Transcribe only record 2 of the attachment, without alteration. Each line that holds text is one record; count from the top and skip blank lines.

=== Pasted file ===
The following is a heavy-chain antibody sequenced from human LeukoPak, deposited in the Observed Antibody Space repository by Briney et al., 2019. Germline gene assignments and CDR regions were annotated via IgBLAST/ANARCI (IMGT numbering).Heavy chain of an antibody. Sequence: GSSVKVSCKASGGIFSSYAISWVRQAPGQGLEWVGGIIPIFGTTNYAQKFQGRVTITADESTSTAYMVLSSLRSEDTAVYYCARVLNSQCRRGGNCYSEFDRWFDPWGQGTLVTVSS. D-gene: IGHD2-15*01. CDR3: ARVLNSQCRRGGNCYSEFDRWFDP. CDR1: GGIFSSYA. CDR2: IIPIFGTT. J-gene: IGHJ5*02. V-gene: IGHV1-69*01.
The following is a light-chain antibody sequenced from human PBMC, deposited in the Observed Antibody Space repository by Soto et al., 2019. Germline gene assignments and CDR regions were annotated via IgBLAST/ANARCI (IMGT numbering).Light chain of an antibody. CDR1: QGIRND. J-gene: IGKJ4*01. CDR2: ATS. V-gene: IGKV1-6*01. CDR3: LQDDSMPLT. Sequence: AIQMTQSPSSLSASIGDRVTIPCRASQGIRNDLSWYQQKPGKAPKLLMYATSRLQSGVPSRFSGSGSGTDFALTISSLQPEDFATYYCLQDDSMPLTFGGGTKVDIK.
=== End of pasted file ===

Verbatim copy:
The following is a light-chain antibody sequenced from human PBMC, deposited in the Observed Antibody Space repository by Soto et al., 2019. Germline gene assignments and CDR regions were annotated via IgBLAST/ANARCI (IMGT numbering).Light chain of an antibody. CDR1: QGIRND. J-gene: IGKJ4*01. CDR2: ATS. V-gene: IGKV1-6*01. CDR3: LQDDSMPLT. Sequence: AIQMTQSPSSLSASIGDRVTIPCRASQGIRNDLSWYQQKPGKAPKLLMYATSRLQSGVPSRFSGSGSGTDFALTISSLQPEDFATYYCLQDDSMPLTFGGGTKVDIK.